The Folsom Complex is a name given by archaeologists to a specific Paleo-Indian archaeological culture that occupied much of central North America. The term was first used in 1927 by Jesse Dade Figgins, director of the Colorado Museum of Natural History. Numerous Paleoindian cultures occupied North America, with some restricted to the Great Plains and Great Lakes of the modern United States of America and Canada as well as adjacent areas to the west and south west; the Folsom Tradition was characterised by use of Folsom points as projectile tips and activities known from kill sites where slaughter and butchering of bison took place and Folsom tools were left behind. Some kill sites exhibit evidence of up to 50 bison being killed, although the Folsom diet included mountain sheep, marmots and cottontail rabbit as well. A Folsom site at Hanson, Wyoming revealed areas of hardstanding, which indicate possible dwellings; the type site is Folsom Site, near Folsom, New Mexico, in Colfax County, a marsh-side kill site found in about 1908 by George McJunkin, a cowboy and former slave who had lived in Texas as a child.
Archaeologists excavated the site in 1926. The Folsom Complex dates to between 9000 BC and 8000 BC and is thought to have derived from the earlier Clovis culture; the Lindenmeier Site in Colorado is a campsite, used throughout a longer period, spanning this era
Oneota is a designation archaeologists use to refer to a cultural complex that existed in the eastern plains and Great Lakes area of what is now the United States from around AD 900 to around 1650 or 1700. Based on classification defined in Gordon Willey and Philip Phillips' 1958 book Method and Theory in American Archaeology, the Oneota culture belongs to formative stage; the culture is believed to have transitioned into various Siouan cultures of the protohistoric and historic times, such as the Ioway. A long-accepted ancestry to the Ho-chunk has yet to be conclusively demonstrated. Oneota is considered a major component of Upper Mississippian culture, it is characterized by globular, shell-tempered pottery, coarse in fibre. Pieces had a spherical body, short necks and/or a flat lip. Sometimes the vessels had strap. Decoration includes wavy and zigzag lines in parallel. Most decoration was done on the top half of the vessel. Analytically, the culture has been broken down into various horizons.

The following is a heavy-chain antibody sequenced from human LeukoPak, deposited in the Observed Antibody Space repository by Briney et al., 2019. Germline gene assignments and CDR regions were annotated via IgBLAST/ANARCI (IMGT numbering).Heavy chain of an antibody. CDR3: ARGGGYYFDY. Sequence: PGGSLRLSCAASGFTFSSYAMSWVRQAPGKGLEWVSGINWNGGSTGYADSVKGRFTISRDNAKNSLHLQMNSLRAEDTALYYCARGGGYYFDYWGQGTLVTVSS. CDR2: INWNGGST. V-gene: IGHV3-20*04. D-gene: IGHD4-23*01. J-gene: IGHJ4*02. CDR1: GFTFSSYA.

Accepted are the following: Emergent Horizon, Developmental Horizon, Classic Horizon, Historic Horizon. In addition, the Oneota culture has been divided geographically based on stylistic and socio-economic differences; some of these traditions are Orr and Fisher-Huber. The Oneota diet included corn and squash, wild rice, fish and bison, varying according to the region and locale. Relationships with Middle Mississippian were present but are not yet understood. Whether Oneota developed in situ out of Late Woodland cultures, was invasive, was the result of influence from Middle Mississippian peoples, or was some mix of these, is not clear. Mississippian culture Toolesboro Mound Group Upper Mississippian culture Gibbon, Guy E. Oneota Studies. Green, William Oneota Archaeology: Past and Future. Uiowa.edu, general material and large annotated bibliography Angelfire.com, updated bibliography The Oneota Culture Prehistoric Farmers of the American Midwest. By Robert J. Jeske and Chrisie Hunter. Page produced by Jamie Kelly